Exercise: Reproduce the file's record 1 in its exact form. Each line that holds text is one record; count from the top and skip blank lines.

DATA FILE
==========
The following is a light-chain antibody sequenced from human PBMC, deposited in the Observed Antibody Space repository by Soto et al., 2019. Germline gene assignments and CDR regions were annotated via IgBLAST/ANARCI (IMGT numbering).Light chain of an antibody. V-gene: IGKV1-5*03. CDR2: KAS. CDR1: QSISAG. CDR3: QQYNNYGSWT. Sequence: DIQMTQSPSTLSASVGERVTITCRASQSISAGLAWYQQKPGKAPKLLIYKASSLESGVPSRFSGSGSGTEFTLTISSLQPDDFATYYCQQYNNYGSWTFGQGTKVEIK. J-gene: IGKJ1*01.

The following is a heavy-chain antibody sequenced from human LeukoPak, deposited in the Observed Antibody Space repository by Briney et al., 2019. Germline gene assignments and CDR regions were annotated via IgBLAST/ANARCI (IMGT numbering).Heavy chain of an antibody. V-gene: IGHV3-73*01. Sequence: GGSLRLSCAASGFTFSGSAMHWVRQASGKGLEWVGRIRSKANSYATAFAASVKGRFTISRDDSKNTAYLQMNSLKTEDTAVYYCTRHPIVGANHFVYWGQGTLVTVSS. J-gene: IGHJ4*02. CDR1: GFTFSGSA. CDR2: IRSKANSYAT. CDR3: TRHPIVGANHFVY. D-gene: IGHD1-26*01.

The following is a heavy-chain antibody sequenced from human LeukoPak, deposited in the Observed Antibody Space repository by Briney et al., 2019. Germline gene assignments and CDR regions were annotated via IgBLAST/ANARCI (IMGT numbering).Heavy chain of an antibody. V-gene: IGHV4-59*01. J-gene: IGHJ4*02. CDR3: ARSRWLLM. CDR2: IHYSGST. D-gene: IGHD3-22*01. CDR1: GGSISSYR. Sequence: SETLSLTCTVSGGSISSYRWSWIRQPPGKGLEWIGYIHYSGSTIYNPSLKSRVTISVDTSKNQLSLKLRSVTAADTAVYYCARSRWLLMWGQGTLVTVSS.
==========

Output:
The following is a light-chain antibody sequenced from human PBMC, deposited in the Observed Antibody Space repository by Soto et al., 2019. Germline gene assignments and CDR regions were annotated via IgBLAST/ANARCI (IMGT numbering).Light chain of an antibody. V-gene: IGKV1-5*03. CDR2: KAS. CDR1: QSISAG. CDR3: QQYNNYGSWT. Sequence: DIQMTQSPSTLSASVGERVTITCRASQSISAGLAWYQQKPGKAPKLLIYKASSLESGVPSRFSGSGSGTEFTLTISSLQPDDFATYYCQQYNNYGSWTFGQGTKVEIK. J-gene: IGKJ1*01.